I believe the Coronavirus presents the entire world with an opportunity to experience Post-Traumatic Growth—which is all about learning from tragedy. This past week, the Aviem and Foundation leadership teams decided to take a few moments and reflect on this anniversary. Because we know that life events shape who we become as individuals and collectively, each team member chose one or two words that best described their biggest lesson(s) learned from the pandemic. We discussed these individual learning points at our weekly team meeting.This proved to be a great team-building exercise. In the following paragraphs, I will share highlights from our discussion.
Awareness and Thoughtfulness
Becoming aware of self and others in the context of safety—in both the emotional and physical environmentswas discussed by one team member. For the first time, many of us realized that we could cause harm to someone we knew and loved, a stranger in a grocery store aisle or any place where we encountered another person, if we dropped our awareness. We armed ourselves with hand-sanitizer, masks, and constant hand-washing. These along with social distancing were our only weapons for fighting the faceless threat that could prove fatal, and did for some.
One person felt that she learned a lesson in thoughtfulness. Coping with the pandemic required each of us to become conscious of our potential threat to others. Social engagement with family and friends involved planning and forethought. Because of the pandemic, mixing ones’ children with grandparents and older relatives, and potentially high-risk individuals did not happen for many during holidays, graduations, and family events. The disappointment of being unable to celebrate a special occasion with others became tolerable as the death toll rose throughout the world.
One team member learned that she could live with unpredictability. She said that she could never remember a time in her life where there was such unpredictability. Always in the past, whatever the problem or crisis, there was someone, somewhere in the world, who could "fix it" and make the threat go away. But not with the Coronavirus. Subsequently, she learned that she could cope with a constantly changing environment, at work and home, and function quite well.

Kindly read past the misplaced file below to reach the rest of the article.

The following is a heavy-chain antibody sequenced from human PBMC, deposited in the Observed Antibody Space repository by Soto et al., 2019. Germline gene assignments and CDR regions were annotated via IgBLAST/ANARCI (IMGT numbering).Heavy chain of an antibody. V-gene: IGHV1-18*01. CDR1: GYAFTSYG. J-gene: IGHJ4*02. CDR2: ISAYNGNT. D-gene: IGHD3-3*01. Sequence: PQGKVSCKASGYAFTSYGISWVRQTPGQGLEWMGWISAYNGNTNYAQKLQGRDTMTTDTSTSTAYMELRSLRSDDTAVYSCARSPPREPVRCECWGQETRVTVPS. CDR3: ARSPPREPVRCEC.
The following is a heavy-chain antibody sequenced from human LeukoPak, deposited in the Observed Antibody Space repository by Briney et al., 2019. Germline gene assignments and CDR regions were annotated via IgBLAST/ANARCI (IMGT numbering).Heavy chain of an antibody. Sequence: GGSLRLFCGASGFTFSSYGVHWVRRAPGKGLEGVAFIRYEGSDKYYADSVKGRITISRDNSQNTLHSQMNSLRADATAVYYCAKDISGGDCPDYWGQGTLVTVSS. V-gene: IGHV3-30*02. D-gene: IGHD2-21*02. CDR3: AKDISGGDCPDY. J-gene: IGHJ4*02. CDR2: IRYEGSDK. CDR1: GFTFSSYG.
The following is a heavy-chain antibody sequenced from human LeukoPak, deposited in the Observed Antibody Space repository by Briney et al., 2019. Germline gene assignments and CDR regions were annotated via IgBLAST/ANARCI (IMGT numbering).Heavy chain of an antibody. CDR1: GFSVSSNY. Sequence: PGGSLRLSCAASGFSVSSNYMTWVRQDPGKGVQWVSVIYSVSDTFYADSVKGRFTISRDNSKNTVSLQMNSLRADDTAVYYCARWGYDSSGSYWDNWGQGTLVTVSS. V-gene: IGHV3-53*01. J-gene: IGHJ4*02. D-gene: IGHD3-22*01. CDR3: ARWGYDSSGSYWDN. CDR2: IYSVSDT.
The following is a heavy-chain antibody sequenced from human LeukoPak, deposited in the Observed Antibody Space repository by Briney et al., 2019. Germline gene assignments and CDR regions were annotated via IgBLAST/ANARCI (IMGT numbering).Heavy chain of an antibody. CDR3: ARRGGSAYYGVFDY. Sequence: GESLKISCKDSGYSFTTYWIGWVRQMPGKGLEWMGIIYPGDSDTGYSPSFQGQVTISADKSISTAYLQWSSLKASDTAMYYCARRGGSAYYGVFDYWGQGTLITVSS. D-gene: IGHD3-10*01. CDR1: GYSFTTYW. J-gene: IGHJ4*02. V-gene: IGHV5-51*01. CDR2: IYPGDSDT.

Team members discovered personal strengths they had not realized before.
Our clients and members needed help with projects that had not been part of our job descriptions and contracts before. Our leadership team showed great agility as they quickly shifted daily routines and designed processes and procedures that met the client’s needs. We provided much-needed services for our members, which also provided paid work for many furloughed employees of other Foundation corporate members.
Our team named flexibility as necessary in lessons learned. Determined to ride out the storm meant being flexible with clients, each other, and the world at large. Traditional working moms and dads juggled school closures and virtual classes for their children while joining their own internet meetings with peers and clients daily. Household noises from children playing, dogs barking, doorbells ringing announcing much-needed home deliveries generally frowned upon during virtual business meetings became acceptable. Our definition of flexibility expanded to meet the challenges created by unprecedented numbers of people working from home.